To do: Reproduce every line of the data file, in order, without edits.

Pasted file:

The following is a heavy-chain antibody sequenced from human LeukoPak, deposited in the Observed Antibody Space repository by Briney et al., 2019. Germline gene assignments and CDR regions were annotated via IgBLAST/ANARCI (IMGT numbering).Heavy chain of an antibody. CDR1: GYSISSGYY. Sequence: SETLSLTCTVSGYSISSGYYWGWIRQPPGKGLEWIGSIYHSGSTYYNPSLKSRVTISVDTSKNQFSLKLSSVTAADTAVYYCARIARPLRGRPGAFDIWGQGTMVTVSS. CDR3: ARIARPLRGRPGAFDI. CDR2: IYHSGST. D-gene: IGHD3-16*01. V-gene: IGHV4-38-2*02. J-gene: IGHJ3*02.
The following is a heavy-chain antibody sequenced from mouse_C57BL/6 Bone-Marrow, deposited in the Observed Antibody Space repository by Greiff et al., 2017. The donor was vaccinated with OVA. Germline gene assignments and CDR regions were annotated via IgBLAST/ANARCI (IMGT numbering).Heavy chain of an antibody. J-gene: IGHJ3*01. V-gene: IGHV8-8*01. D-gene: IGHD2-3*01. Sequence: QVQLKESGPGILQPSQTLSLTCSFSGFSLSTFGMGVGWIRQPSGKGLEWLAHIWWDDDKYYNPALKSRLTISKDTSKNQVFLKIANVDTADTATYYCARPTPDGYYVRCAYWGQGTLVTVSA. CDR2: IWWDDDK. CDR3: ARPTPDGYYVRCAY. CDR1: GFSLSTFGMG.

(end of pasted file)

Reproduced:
The following is a heavy-chain antibody sequenced from human LeukoPak, deposited in the Observed Antibody Space repository by Briney et al., 2019. Germline gene assignments and CDR regions were annotated via IgBLAST/ANARCI (IMGT numbering).Heavy chain of an antibody. CDR1: GYSISSGYY. Sequence: SETLSLTCTVSGYSISSGYYWGWIRQPPGKGLEWIGSIYHSGSTYYNPSLKSRVTISVDTSKNQFSLKLSSVTAADTAVYYCARIARPLRGRPGAFDIWGQGTMVTVSS. CDR3: ARIARPLRGRPGAFDI. CDR2: IYHSGST. D-gene: IGHD3-16*01. V-gene: IGHV4-38-2*02. J-gene: IGHJ3*02.
The following is a heavy-chain antibody sequenced from mouse_C57BL/6 Bone-Marrow, deposited in the Observed Antibody Space repository by Greiff et al., 2017. The donor was vaccinated with OVA. Germline gene assignments and CDR regions were annotated via IgBLAST/ANARCI (IMGT numbering).Heavy chain of an antibody. J-gene: IGHJ3*01. V-gene: IGHV8-8*01. D-gene: IGHD2-3*01. Sequence: QVQLKESGPGILQPSQTLSLTCSFSGFSLSTFGMGVGWIRQPSGKGLEWLAHIWWDDDKYYNPALKSRLTISKDTSKNQVFLKIANVDTADTATYYCARPTPDGYYVRCAYWGQGTLVTVSA. CDR2: IWWDDDK. CDR3: ARPTPDGYYVRCAY. CDR1: GFSLSTFGMG.